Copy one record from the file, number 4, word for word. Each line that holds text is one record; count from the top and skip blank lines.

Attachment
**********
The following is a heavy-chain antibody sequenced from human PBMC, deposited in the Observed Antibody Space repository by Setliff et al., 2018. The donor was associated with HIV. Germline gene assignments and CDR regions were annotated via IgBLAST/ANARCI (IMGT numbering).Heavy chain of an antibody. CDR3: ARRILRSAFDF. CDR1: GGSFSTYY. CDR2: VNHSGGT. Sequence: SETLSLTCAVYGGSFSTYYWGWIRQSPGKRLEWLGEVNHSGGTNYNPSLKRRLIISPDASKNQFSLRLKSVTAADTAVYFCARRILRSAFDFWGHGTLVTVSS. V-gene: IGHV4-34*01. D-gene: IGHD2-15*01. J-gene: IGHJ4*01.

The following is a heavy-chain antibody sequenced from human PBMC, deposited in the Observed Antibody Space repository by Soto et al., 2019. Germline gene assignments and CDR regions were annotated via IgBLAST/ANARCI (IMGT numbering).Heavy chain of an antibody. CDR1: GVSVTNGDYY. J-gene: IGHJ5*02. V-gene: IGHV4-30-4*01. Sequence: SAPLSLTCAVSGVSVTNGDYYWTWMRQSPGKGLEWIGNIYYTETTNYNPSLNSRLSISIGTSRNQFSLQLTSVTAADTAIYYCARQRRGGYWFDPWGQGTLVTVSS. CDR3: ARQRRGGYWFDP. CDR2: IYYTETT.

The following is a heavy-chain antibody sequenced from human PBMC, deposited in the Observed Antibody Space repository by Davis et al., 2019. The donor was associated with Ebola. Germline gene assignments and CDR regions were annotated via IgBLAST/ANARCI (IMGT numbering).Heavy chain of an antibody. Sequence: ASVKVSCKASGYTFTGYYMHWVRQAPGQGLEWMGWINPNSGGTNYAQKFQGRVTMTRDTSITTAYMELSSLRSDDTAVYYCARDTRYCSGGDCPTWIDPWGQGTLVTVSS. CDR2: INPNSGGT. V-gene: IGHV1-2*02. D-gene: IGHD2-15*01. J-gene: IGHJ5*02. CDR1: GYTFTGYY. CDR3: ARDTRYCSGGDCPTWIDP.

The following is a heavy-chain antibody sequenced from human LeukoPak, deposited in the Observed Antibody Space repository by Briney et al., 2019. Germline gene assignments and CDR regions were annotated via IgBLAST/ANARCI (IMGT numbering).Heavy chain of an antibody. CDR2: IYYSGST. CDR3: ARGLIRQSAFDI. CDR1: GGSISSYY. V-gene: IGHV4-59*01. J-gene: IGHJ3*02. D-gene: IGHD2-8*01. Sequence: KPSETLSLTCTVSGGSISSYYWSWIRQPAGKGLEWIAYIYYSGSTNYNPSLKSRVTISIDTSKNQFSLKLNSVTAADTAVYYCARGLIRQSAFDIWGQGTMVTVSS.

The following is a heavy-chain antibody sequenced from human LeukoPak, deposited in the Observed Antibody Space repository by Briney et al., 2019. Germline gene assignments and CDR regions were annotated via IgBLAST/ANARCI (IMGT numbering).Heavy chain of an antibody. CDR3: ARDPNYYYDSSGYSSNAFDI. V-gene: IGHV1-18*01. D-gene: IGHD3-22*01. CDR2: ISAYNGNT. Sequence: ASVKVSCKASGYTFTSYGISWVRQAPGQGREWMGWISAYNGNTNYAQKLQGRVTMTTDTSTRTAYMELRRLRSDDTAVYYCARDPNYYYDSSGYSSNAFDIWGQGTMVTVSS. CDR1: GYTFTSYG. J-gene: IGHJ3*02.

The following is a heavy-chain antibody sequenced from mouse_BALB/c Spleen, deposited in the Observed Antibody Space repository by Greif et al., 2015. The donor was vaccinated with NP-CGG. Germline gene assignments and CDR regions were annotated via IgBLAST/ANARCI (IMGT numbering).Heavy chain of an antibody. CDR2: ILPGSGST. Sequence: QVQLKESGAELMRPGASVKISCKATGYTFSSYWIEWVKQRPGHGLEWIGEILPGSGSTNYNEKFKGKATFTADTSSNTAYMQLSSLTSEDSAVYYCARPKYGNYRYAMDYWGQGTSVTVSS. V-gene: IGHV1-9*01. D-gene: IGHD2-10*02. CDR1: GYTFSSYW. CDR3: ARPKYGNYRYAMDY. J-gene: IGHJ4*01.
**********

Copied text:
The following is a heavy-chain antibody sequenced from human LeukoPak, deposited in the Observed Antibody Space repository by Briney et al., 2019. Germline gene assignments and CDR regions were annotated via IgBLAST/ANARCI (IMGT numbering).Heavy chain of an antibody. CDR2: IYYSGST. CDR3: ARGLIRQSAFDI. CDR1: GGSISSYY. V-gene: IGHV4-59*01. J-gene: IGHJ3*02. D-gene: IGHD2-8*01. Sequence: KPSETLSLTCTVSGGSISSYYWSWIRQPAGKGLEWIAYIYYSGSTNYNPSLKSRVTISIDTSKNQFSLKLNSVTAADTAVYYCARGLIRQSAFDIWGQGTMVTVSS.